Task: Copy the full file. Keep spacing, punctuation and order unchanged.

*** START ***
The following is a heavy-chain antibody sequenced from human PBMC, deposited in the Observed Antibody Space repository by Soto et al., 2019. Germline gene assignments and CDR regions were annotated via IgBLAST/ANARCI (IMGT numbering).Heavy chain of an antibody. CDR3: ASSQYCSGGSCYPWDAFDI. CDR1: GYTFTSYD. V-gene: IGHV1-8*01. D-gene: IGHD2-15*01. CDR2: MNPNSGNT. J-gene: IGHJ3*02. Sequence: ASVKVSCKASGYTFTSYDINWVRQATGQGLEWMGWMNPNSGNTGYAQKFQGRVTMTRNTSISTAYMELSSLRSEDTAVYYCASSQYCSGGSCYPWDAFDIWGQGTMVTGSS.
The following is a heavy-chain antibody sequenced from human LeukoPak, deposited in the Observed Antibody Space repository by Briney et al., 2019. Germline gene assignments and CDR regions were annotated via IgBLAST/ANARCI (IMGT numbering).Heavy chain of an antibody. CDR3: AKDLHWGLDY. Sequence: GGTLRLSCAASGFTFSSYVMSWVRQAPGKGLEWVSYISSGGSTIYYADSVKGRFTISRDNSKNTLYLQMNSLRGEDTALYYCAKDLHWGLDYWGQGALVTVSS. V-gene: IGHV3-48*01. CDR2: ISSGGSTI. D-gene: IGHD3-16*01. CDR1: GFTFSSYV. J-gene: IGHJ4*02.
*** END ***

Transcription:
The following is a heavy-chain antibody sequenced from human PBMC, deposited in the Observed Antibody Space repository by Soto et al., 2019. Germline gene assignments and CDR regions were annotated via IgBLAST/ANARCI (IMGT numbering).Heavy chain of an antibody. CDR3: ASSQYCSGGSCYPWDAFDI. CDR1: GYTFTSYD. V-gene: IGHV1-8*01. D-gene: IGHD2-15*01. CDR2: MNPNSGNT. J-gene: IGHJ3*02. Sequence: ASVKVSCKASGYTFTSYDINWVRQATGQGLEWMGWMNPNSGNTGYAQKFQGRVTMTRNTSISTAYMELSSLRSEDTAVYYCASSQYCSGGSCYPWDAFDIWGQGTMVTGSS.
The following is a heavy-chain antibody sequenced from human LeukoPak, deposited in the Observed Antibody Space repository by Briney et al., 2019. Germline gene assignments and CDR regions were annotated via IgBLAST/ANARCI (IMGT numbering).Heavy chain of an antibody. CDR3: AKDLHWGLDY. Sequence: GGTLRLSCAASGFTFSSYVMSWVRQAPGKGLEWVSYISSGGSTIYYADSVKGRFTISRDNSKNTLYLQMNSLRGEDTALYYCAKDLHWGLDYWGQGALVTVSS. V-gene: IGHV3-48*01. CDR2: ISSGGSTI. D-gene: IGHD3-16*01. CDR1: GFTFSSYV. J-gene: IGHJ4*02.